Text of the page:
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SPIRAL Newsletter 2

Dear reader

Welcome to the 2nd SPIRAL Newsletter. In this issue we will be giving an overview of the project's progress since the first Newsletter. We will also present two of the nine SPIRAL project partners.

From now on, you can also follow SPIRAL on Twitter. Just add @SPIRAL_Project to your "following" list. The tweets can also be found on the home page of the SPIRAL website.


Progress Reports

  1. Stocktaking and assessment of existing science-policy interfaces for biodiversity governance
  2. Factors constraining and facilitating communication on the role of biodiversity in underpinning livelihoods and ecosystem services
  3. Instruments for encouraging behaviour that reduces negative human impacts on biodiversity
  4. Designing and testing science-policy interfaces for biodiversity governance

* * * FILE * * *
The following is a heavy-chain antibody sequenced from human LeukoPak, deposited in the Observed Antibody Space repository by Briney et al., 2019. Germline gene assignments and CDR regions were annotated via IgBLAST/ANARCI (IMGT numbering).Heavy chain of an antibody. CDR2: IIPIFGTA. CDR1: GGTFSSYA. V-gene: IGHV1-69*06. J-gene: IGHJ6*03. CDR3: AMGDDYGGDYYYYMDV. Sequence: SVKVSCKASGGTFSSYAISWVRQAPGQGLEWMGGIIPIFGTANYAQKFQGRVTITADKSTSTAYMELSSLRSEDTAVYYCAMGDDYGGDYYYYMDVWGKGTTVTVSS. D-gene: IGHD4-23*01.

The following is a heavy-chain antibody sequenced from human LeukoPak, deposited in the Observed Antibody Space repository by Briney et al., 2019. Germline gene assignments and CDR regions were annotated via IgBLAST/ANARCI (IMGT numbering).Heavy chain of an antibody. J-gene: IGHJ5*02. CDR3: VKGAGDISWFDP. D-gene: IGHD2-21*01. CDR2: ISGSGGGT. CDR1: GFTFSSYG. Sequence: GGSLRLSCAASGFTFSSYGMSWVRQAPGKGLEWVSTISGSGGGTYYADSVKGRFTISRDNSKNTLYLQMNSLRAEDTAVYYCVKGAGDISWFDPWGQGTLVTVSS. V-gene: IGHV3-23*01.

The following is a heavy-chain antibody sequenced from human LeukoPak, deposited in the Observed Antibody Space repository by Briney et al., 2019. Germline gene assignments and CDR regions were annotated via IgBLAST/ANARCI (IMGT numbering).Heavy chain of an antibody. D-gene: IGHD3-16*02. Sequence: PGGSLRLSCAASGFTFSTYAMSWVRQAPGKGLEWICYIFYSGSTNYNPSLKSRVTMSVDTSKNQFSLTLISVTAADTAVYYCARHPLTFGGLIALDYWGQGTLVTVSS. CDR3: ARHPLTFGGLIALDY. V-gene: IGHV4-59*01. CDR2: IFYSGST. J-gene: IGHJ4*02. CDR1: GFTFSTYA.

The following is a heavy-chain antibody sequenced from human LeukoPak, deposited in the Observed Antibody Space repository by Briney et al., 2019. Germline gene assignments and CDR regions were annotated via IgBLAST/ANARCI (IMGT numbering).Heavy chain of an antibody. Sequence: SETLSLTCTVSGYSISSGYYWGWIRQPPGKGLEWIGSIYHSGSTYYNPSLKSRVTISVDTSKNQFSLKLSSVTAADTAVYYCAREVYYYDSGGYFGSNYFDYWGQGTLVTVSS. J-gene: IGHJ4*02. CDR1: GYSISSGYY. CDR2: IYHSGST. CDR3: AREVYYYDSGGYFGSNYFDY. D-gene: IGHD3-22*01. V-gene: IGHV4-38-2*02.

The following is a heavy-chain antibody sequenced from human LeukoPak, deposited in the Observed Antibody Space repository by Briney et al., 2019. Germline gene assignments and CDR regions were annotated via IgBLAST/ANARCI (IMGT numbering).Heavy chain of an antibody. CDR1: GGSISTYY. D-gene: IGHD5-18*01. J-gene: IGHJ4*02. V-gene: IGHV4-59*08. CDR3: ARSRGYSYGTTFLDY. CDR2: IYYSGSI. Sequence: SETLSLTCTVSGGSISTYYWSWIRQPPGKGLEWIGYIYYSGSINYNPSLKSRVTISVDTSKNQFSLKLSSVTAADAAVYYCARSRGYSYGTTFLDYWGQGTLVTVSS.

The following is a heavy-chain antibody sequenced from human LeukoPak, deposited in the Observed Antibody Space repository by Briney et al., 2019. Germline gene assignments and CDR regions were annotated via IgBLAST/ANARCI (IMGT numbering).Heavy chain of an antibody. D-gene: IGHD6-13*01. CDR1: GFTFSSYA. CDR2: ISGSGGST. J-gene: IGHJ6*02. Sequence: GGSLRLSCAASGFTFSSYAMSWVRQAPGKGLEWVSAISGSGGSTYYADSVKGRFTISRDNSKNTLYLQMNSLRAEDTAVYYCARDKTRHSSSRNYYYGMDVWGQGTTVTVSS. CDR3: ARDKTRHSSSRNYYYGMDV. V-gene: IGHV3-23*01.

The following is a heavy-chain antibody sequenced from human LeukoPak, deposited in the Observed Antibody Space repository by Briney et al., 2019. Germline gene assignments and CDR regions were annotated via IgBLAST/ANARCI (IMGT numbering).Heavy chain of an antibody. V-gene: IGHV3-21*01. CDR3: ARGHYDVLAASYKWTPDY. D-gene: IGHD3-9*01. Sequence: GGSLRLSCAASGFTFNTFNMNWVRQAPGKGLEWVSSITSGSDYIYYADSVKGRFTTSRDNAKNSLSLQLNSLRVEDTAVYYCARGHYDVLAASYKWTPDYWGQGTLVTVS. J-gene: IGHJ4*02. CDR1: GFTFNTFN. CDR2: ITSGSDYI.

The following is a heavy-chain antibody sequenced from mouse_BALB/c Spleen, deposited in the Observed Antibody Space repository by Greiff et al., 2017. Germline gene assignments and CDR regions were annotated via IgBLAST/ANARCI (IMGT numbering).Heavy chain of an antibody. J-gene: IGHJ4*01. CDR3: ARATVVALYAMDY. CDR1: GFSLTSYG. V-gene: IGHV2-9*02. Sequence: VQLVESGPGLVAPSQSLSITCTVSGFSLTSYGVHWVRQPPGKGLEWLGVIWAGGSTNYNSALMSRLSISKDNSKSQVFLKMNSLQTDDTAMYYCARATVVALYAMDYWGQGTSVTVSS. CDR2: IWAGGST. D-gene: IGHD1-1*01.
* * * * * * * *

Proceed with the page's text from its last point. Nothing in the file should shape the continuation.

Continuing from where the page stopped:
Partner profiles:

  1. The James Hutton Institute
  2. The Research Institute for Nature and Forest (INBO)


1. Stocktaking and assessment of existing science-policy interfaces for biodiversity governance

Work has progressed rapidly in terms of the mapping of the landscape of existing science-policy interfaces (SPI) on biodiversity. A Concept Note was drafted at the end of 2010, setting out the framework of analysis for the different case studies that SPIRAL will address and supporting the development of the adaptive design(s) that will be used for the test cases.

Following on from this work, SPI categories were developed in order to structure the vast SPI landscape and to get an overview of the range of different organizational approaches. Four generic SPI categories reflecting organizational structure were identified:
• interest group involved in science
• science project
• expert group
• state agency or institute
Within these generic categories six more fine-grained SPI categories based on SPI functions were added.

The mapping exercise has resulted in a database of 150 SPIs for biodiversity at different levels (selected EU-member states, the EU and the global level).